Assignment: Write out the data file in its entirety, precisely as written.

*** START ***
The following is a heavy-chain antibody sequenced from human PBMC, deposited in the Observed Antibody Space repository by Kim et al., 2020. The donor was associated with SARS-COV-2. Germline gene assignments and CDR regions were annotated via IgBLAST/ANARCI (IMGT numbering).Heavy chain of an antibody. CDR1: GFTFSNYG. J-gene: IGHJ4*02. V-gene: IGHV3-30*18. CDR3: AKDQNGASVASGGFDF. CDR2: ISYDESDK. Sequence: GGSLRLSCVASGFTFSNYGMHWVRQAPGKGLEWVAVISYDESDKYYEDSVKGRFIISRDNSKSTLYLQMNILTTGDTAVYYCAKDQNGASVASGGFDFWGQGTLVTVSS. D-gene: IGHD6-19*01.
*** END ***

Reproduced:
The following is a heavy-chain antibody sequenced from human PBMC, deposited in the Observed Antibody Space repository by Kim et al., 2020. The donor was associated with SARS-COV-2. Germline gene assignments and CDR regions were annotated via IgBLAST/ANARCI (IMGT numbering).Heavy chain of an antibody. CDR1: GFTFSNYG. J-gene: IGHJ4*02. V-gene: IGHV3-30*18. CDR3: AKDQNGASVASGGFDF. CDR2: ISYDESDK. Sequence: GGSLRLSCVASGFTFSNYGMHWVRQAPGKGLEWVAVISYDESDKYYEDSVKGRFIISRDNSKSTLYLQMNILTTGDTAVYYCAKDQNGASVASGGFDFWGQGTLVTVSS. D-gene: IGHD6-19*01.